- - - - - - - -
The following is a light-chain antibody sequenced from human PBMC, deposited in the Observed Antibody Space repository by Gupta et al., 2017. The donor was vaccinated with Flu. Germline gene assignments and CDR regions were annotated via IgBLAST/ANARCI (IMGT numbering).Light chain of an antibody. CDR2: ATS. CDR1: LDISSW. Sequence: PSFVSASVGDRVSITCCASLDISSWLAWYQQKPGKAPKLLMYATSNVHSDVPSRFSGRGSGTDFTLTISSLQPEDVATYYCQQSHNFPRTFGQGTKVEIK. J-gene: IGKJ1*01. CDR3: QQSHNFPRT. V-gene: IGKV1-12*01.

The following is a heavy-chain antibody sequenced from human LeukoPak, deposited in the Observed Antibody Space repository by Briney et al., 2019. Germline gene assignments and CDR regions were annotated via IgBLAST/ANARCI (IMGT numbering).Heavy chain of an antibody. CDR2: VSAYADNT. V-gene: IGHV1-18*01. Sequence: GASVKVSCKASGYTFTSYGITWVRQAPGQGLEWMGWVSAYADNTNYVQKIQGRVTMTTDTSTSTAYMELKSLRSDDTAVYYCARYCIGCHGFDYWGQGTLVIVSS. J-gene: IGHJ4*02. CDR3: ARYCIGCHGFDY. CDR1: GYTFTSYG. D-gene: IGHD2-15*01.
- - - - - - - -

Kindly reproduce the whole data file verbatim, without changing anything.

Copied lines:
The following is a light-chain antibody sequenced from human PBMC, deposited in the Observed Antibody Space repository by Gupta et al., 2017. The donor was vaccinated with Flu. Germline gene assignments and CDR regions were annotated via IgBLAST/ANARCI (IMGT numbering).Light chain of an antibody. CDR2: ATS. CDR1: LDISSW. Sequence: PSFVSASVGDRVSITCCASLDISSWLAWYQQKPGKAPKLLMYATSNVHSDVPSRFSGRGSGTDFTLTISSLQPEDVATYYCQQSHNFPRTFGQGTKVEIK. J-gene: IGKJ1*01. CDR3: QQSHNFPRT. V-gene: IGKV1-12*01.

The following is a heavy-chain antibody sequenced from human LeukoPak, deposited in the Observed Antibody Space repository by Briney et al., 2019. Germline gene assignments and CDR regions were annotated via IgBLAST/ANARCI (IMGT numbering).Heavy chain of an antibody. CDR2: VSAYADNT. V-gene: IGHV1-18*01. Sequence: GASVKVSCKASGYTFTSYGITWVRQAPGQGLEWMGWVSAYADNTNYVQKIQGRVTMTTDTSTSTAYMELKSLRSDDTAVYYCARYCIGCHGFDYWGQGTLVIVSS. J-gene: IGHJ4*02. CDR3: ARYCIGCHGFDY. CDR1: GYTFTSYG. D-gene: IGHD2-15*01.